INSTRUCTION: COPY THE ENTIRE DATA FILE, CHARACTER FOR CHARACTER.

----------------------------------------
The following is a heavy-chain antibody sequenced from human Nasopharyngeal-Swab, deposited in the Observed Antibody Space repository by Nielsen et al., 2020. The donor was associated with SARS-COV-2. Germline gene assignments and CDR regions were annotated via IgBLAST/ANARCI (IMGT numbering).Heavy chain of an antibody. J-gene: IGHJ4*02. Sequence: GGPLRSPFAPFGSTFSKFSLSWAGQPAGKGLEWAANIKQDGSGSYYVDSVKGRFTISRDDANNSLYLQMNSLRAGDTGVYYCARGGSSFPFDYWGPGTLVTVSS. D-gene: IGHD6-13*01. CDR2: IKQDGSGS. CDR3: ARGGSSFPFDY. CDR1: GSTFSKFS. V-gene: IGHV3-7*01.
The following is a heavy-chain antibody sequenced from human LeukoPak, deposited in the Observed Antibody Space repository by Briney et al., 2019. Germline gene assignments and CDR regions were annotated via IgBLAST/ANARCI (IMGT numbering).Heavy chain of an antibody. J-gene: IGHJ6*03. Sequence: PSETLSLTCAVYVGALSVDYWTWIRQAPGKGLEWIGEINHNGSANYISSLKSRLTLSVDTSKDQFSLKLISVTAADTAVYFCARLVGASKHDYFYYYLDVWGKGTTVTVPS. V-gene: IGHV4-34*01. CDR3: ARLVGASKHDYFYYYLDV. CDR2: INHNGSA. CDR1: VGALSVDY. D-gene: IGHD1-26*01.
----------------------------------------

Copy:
The following is a heavy-chain antibody sequenced from human Nasopharyngeal-Swab, deposited in the Observed Antibody Space repository by Nielsen et al., 2020. The donor was associated with SARS-COV-2. Germline gene assignments and CDR regions were annotated via IgBLAST/ANARCI (IMGT numbering).Heavy chain of an antibody. J-gene: IGHJ4*02. Sequence: GGPLRSPFAPFGSTFSKFSLSWAGQPAGKGLEWAANIKQDGSGSYYVDSVKGRFTISRDDANNSLYLQMNSLRAGDTGVYYCARGGSSFPFDYWGPGTLVTVSS. D-gene: IGHD6-13*01. CDR2: IKQDGSGS. CDR3: ARGGSSFPFDY. CDR1: GSTFSKFS. V-gene: IGHV3-7*01.
The following is a heavy-chain antibody sequenced from human LeukoPak, deposited in the Observed Antibody Space repository by Briney et al., 2019. Germline gene assignments and CDR regions were annotated via IgBLAST/ANARCI (IMGT numbering).Heavy chain of an antibody. J-gene: IGHJ6*03. Sequence: PSETLSLTCAVYVGALSVDYWTWIRQAPGKGLEWIGEINHNGSANYISSLKSRLTLSVDTSKDQFSLKLISVTAADTAVYFCARLVGASKHDYFYYYLDVWGKGTTVTVPS. V-gene: IGHV4-34*01. CDR3: ARLVGASKHDYFYYYLDV. CDR2: INHNGSA. CDR1: VGALSVDY. D-gene: IGHD1-26*01.